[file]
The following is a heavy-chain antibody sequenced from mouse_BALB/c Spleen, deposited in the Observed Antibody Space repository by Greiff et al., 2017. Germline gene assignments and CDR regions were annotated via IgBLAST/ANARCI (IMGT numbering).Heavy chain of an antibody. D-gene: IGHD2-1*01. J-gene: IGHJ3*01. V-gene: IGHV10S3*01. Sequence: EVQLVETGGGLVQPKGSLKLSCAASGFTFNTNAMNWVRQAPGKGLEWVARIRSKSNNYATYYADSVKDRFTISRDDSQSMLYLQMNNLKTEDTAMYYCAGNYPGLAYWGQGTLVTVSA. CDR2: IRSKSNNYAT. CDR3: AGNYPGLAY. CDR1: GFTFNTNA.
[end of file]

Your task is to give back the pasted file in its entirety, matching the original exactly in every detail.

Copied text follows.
The following is a heavy-chain antibody sequenced from mouse_BALB/c Spleen, deposited in the Observed Antibody Space repository by Greiff et al., 2017. Germline gene assignments and CDR regions were annotated via IgBLAST/ANARCI (IMGT numbering).Heavy chain of an antibody. D-gene: IGHD2-1*01. J-gene: IGHJ3*01. V-gene: IGHV10S3*01. Sequence: EVQLVETGGGLVQPKGSLKLSCAASGFTFNTNAMNWVRQAPGKGLEWVARIRSKSNNYATYYADSVKDRFTISRDDSQSMLYLQMNNLKTEDTAMYYCAGNYPGLAYWGQGTLVTVSA. CDR2: IRSKSNNYAT. CDR3: AGNYPGLAY. CDR1: GFTFNTNA.